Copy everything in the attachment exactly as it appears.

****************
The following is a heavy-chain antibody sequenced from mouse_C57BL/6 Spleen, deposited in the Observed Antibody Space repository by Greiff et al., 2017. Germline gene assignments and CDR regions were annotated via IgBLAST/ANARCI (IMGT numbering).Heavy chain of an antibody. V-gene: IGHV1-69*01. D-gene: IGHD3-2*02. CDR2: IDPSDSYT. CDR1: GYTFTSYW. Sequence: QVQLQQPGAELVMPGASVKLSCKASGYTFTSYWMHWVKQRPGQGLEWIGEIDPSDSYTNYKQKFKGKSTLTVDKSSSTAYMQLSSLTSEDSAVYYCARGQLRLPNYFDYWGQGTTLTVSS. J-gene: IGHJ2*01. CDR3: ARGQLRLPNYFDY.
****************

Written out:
The following is a heavy-chain antibody sequenced from mouse_C57BL/6 Spleen, deposited in the Observed Antibody Space repository by Greiff et al., 2017. Germline gene assignments and CDR regions were annotated via IgBLAST/ANARCI (IMGT numbering).Heavy chain of an antibody. V-gene: IGHV1-69*01. D-gene: IGHD3-2*02. CDR2: IDPSDSYT. CDR1: GYTFTSYW. Sequence: QVQLQQPGAELVMPGASVKLSCKASGYTFTSYWMHWVKQRPGQGLEWIGEIDPSDSYTNYKQKFKGKSTLTVDKSSSTAYMQLSSLTSEDSAVYYCARGQLRLPNYFDYWGQGTTLTVSS. J-gene: IGHJ2*01. CDR3: ARGQLRLPNYFDY.